At 12 weeks, your baby is likely sleeping about 15 hours a day, with up to 10 hours of sleep every night and about three naps per day. If this doesn’t sound like your baby, don’t worry! There’s no “normal” for babies this age. Some 3-month-old babies are already starting to sleep for longer stretches, while others are still following the exhausting sleep patterns of a newborn and waking every few hours to eat.
No matter what’s happening, this is still a good time to start thinking about establishing your bedtime routine. Your baby is likely already falling into a routine of sleeping and eating, and you can help this along by creating a good bedtime routine. Some principles of a good nighttime sleep routine include:
A bedtime that’s usually between 6 and 8 p.m.
Doing some kind of activity with your baby before bed, such as taking a bath, rocking, or cuddling
Reducing the stimulation level for your baby before each naptime
Whether it’s a pacifier, beloved blanket, or stuffed animal, chances are your baby has a “comfort item.” Security items are very important to your child because they provide a way to relieve the stress and anxiety of an unknown location or the fear of being alone. Common comfort items include pacifiers, blankets, stuffed animals, and other toys.
While you may worry about helping your child break free from his or her security item at a later time, now’s the time when the security item can help reduce anxiety. As you’re selecting comfort items, remember to practice good sleep safety.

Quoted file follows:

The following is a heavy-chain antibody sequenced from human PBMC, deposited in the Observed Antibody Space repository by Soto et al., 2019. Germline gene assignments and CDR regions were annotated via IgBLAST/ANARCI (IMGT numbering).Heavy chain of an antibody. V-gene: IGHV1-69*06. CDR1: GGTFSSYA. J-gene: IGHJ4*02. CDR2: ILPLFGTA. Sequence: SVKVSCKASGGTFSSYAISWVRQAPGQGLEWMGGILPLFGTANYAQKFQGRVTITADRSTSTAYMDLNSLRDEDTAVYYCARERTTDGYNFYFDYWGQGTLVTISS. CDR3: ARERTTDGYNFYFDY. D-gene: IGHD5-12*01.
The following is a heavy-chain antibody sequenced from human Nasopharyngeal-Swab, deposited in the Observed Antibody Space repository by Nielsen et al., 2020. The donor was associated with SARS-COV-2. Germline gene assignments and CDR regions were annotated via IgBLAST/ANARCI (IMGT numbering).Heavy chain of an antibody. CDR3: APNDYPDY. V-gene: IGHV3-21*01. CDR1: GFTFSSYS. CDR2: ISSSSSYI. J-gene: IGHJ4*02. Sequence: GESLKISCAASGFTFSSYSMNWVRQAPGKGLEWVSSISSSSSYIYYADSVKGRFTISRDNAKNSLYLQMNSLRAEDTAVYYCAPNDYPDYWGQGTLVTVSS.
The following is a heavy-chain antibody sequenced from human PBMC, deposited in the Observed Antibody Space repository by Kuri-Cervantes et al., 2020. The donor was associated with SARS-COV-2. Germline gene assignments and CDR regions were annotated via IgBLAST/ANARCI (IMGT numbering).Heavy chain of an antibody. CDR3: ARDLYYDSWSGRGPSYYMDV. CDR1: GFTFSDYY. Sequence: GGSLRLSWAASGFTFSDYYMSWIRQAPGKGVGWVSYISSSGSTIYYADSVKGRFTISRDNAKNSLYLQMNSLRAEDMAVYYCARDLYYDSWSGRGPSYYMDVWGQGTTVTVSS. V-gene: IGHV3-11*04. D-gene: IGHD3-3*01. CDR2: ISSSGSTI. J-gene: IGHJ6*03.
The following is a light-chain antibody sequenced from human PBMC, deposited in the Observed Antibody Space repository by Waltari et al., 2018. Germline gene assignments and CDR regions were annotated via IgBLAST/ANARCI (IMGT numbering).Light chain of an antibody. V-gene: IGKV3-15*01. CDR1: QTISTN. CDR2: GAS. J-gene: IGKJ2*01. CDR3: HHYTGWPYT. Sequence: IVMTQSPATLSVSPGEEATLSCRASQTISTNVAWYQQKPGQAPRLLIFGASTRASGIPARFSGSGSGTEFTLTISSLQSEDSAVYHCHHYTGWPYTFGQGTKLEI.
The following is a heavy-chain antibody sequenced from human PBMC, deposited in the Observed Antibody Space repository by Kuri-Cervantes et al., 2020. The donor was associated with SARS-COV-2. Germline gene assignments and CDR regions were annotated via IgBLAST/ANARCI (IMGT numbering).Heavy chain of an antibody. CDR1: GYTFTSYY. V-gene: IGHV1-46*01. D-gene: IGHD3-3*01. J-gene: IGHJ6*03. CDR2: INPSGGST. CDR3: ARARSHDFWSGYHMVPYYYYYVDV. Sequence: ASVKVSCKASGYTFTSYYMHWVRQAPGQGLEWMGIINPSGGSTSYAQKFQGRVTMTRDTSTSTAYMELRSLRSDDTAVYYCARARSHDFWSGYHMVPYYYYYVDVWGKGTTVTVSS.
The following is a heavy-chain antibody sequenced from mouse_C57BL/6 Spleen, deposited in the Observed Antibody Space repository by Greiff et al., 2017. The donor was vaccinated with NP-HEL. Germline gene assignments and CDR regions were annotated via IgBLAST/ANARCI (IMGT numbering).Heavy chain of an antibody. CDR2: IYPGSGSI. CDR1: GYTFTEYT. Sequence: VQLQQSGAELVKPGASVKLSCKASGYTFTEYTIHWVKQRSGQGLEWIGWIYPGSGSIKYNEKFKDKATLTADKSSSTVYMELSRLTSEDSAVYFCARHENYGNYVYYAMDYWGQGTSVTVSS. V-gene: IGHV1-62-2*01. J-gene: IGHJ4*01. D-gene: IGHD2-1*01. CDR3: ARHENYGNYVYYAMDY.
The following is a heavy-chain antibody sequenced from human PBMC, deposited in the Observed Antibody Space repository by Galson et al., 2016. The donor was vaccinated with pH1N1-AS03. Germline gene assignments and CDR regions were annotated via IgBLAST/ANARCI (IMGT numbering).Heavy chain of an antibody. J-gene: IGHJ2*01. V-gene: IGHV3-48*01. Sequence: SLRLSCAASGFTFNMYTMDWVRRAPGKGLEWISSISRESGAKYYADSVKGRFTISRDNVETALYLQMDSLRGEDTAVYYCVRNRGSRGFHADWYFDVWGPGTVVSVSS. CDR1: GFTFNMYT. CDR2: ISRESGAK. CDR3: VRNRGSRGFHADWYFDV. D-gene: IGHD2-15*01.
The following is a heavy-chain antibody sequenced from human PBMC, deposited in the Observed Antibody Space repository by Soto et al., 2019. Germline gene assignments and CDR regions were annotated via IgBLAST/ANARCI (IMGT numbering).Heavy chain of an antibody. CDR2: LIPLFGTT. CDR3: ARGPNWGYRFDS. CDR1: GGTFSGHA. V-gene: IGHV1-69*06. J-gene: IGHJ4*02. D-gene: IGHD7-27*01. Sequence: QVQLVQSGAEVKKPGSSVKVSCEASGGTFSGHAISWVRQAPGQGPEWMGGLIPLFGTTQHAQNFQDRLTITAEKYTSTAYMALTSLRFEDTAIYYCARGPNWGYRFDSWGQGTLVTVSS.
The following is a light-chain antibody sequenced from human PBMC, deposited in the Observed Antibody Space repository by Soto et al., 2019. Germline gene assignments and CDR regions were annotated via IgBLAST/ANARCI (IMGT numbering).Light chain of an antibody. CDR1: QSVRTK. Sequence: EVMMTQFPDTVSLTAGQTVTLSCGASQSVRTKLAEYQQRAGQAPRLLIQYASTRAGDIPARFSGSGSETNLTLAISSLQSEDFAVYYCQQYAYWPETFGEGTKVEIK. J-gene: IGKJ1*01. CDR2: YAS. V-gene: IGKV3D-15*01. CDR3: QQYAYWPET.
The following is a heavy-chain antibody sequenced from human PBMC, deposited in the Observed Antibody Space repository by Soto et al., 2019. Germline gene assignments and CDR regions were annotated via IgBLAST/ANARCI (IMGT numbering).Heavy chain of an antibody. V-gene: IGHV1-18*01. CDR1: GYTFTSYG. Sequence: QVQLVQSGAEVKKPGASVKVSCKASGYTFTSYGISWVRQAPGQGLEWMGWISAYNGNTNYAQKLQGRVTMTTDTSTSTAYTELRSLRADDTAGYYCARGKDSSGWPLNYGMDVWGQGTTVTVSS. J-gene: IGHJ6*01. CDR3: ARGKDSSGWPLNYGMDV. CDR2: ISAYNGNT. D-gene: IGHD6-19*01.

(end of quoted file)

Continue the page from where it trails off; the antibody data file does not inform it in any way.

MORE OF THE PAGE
Dad-and-baby bonding time
Daddy-and-baby bonding does not always happen at first — dad bonding can take time because moms tend to be the ones to stay home with the baby in the first few weeks of life. It’s only natural, then, that babies don’t interact with their dads as much in the first few weeks of life.
By 12 weeks, however, your baby may start to become more interactive. He or she is smiling, moving hands and arms in more coordinated motions, and you can also look forward to your baby starting to laugh sometime soon (if he or she hasn’t already!). This is a great time for dad to establish a close connection. There are several ways you can promote a father-baby bond, including:
Feeding baby a bottle (if you’re bottle feeding)
Promoting skin-to-skin contact by having baby take a nap on dad’s bare chest
Dads can also play an important role in establishing a routine for baby. Try to set aside at least 15 minutes of “daddy” time every day. This can be anything your significant other enjoys doing with baby, such as taking a walk together, playing with a particular toy, or reading a favorite story.
Find more tips to help dad bond with baby from Bundoo Pediatrician, Dr. Kristie Rivers.
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